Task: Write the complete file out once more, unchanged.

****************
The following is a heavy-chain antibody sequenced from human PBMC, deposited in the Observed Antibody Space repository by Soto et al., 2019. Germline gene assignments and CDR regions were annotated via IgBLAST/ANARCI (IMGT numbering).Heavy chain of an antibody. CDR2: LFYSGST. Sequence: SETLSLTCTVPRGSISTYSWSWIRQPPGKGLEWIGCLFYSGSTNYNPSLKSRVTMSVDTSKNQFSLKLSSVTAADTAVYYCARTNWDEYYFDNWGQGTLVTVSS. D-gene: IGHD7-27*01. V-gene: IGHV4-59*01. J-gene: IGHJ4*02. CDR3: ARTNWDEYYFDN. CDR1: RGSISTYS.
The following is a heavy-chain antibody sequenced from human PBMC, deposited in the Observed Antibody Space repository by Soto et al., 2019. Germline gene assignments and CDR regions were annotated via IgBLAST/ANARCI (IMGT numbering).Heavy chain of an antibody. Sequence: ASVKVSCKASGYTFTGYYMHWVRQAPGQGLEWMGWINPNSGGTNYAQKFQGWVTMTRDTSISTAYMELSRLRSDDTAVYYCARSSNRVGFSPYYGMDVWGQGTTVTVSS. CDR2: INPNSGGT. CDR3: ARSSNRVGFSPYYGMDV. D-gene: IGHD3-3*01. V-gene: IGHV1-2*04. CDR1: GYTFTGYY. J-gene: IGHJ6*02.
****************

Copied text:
The following is a heavy-chain antibody sequenced from human PBMC, deposited in the Observed Antibody Space repository by Soto et al., 2019. Germline gene assignments and CDR regions were annotated via IgBLAST/ANARCI (IMGT numbering).Heavy chain of an antibody. CDR2: LFYSGST. Sequence: SETLSLTCTVPRGSISTYSWSWIRQPPGKGLEWIGCLFYSGSTNYNPSLKSRVTMSVDTSKNQFSLKLSSVTAADTAVYYCARTNWDEYYFDNWGQGTLVTVSS. D-gene: IGHD7-27*01. V-gene: IGHV4-59*01. J-gene: IGHJ4*02. CDR3: ARTNWDEYYFDN. CDR1: RGSISTYS.
The following is a heavy-chain antibody sequenced from human PBMC, deposited in the Observed Antibody Space repository by Soto et al., 2019. Germline gene assignments and CDR regions were annotated via IgBLAST/ANARCI (IMGT numbering).Heavy chain of an antibody. Sequence: ASVKVSCKASGYTFTGYYMHWVRQAPGQGLEWMGWINPNSGGTNYAQKFQGWVTMTRDTSISTAYMELSRLRSDDTAVYYCARSSNRVGFSPYYGMDVWGQGTTVTVSS. CDR2: INPNSGGT. CDR3: ARSSNRVGFSPYYGMDV. D-gene: IGHD3-3*01. V-gene: IGHV1-2*04. CDR1: GYTFTGYY. J-gene: IGHJ6*02.